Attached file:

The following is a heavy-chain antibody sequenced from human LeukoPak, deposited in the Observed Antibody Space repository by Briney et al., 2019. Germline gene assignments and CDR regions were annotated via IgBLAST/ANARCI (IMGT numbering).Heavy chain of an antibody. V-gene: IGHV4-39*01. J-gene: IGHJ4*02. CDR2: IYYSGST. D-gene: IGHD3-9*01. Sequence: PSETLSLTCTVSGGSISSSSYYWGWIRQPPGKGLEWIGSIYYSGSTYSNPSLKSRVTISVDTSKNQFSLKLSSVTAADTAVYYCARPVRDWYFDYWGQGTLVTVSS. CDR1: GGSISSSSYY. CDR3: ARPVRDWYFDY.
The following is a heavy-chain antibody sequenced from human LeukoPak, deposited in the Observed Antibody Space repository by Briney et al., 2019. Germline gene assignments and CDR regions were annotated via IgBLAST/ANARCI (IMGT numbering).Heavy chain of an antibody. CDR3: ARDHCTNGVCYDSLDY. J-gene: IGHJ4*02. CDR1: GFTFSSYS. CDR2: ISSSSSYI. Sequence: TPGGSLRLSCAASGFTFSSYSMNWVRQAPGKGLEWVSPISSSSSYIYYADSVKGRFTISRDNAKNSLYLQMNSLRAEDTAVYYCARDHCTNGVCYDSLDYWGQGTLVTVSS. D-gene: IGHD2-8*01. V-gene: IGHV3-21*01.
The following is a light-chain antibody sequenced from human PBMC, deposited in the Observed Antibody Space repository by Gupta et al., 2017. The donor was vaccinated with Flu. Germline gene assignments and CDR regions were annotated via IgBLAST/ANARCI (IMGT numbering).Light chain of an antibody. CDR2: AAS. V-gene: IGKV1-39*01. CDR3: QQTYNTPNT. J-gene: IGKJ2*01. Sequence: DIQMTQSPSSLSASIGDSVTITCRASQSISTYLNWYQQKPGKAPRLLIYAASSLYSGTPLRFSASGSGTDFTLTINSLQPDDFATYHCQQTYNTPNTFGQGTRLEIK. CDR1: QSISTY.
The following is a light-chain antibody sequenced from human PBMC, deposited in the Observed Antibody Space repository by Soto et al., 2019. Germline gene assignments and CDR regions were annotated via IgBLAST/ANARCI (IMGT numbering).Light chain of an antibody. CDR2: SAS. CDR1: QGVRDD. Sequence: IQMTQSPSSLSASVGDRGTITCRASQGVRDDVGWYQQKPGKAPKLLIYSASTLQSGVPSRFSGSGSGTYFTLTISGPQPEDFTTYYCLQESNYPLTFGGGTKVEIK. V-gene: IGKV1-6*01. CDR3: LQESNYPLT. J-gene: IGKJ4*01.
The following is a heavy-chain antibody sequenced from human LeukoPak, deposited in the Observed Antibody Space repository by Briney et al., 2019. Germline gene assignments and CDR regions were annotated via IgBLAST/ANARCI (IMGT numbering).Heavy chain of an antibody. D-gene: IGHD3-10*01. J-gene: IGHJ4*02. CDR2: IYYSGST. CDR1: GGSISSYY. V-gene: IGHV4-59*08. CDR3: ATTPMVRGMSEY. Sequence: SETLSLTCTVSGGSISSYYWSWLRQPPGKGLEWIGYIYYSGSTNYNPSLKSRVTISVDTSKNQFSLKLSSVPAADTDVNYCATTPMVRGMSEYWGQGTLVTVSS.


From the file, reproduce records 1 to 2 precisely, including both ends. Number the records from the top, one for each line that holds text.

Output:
The following is a heavy-chain antibody sequenced from human LeukoPak, deposited in the Observed Antibody Space repository by Briney et al., 2019. Germline gene assignments and CDR regions were annotated via IgBLAST/ANARCI (IMGT numbering).Heavy chain of an antibody. V-gene: IGHV4-39*01. J-gene: IGHJ4*02. CDR2: IYYSGST. D-gene: IGHD3-9*01. Sequence: PSETLSLTCTVSGGSISSSSYYWGWIRQPPGKGLEWIGSIYYSGSTYSNPSLKSRVTISVDTSKNQFSLKLSSVTAADTAVYYCARPVRDWYFDYWGQGTLVTVSS. CDR1: GGSISSSSYY. CDR3: ARPVRDWYFDY.
The following is a heavy-chain antibody sequenced from human LeukoPak, deposited in the Observed Antibody Space repository by Briney et al., 2019. Germline gene assignments and CDR regions were annotated via IgBLAST/ANARCI (IMGT numbering).Heavy chain of an antibody. CDR3: ARDHCTNGVCYDSLDY. J-gene: IGHJ4*02. CDR1: GFTFSSYS. CDR2: ISSSSSYI. Sequence: TPGGSLRLSCAASGFTFSSYSMNWVRQAPGKGLEWVSPISSSSSYIYYADSVKGRFTISRDNAKNSLYLQMNSLRAEDTAVYYCARDHCTNGVCYDSLDYWGQGTLVTVSS. D-gene: IGHD2-8*01. V-gene: IGHV3-21*01.